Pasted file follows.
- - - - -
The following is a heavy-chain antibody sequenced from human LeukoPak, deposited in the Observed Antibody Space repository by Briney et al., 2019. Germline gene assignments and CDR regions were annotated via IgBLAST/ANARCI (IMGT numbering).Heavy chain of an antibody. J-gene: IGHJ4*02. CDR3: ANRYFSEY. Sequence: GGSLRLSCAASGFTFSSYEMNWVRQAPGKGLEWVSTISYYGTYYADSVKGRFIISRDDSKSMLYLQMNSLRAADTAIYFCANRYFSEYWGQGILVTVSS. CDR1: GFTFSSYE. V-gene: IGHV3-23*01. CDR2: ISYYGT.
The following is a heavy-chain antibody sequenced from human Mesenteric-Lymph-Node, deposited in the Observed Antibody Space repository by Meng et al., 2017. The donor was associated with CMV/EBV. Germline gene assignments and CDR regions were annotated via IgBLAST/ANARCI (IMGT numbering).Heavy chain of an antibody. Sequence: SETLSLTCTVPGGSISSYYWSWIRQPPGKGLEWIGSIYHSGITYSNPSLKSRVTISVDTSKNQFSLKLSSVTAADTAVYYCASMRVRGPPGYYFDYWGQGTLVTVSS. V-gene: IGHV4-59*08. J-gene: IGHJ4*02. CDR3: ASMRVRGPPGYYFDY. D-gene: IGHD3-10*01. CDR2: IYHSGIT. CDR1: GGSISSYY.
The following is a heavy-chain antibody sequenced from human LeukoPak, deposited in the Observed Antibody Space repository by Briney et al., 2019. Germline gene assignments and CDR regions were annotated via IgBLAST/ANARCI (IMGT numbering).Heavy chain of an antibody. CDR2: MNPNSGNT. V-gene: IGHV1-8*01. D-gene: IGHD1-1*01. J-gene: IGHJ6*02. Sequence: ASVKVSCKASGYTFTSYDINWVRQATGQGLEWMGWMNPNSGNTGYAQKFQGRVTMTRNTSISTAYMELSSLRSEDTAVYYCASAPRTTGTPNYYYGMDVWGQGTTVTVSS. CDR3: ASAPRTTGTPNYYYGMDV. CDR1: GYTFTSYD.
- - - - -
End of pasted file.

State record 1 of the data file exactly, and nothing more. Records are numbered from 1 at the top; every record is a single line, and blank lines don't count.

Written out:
The following is a heavy-chain antibody sequenced from human LeukoPak, deposited in the Observed Antibody Space repository by Briney et al., 2019. Germline gene assignments and CDR regions were annotated via IgBLAST/ANARCI (IMGT numbering).Heavy chain of an antibody. J-gene: IGHJ4*02. CDR3: ANRYFSEY. Sequence: GGSLRLSCAASGFTFSSYEMNWVRQAPGKGLEWVSTISYYGTYYADSVKGRFIISRDDSKSMLYLQMNSLRAADTAIYFCANRYFSEYWGQGILVTVSS. CDR1: GFTFSSYE. V-gene: IGHV3-23*01. CDR2: ISYYGT.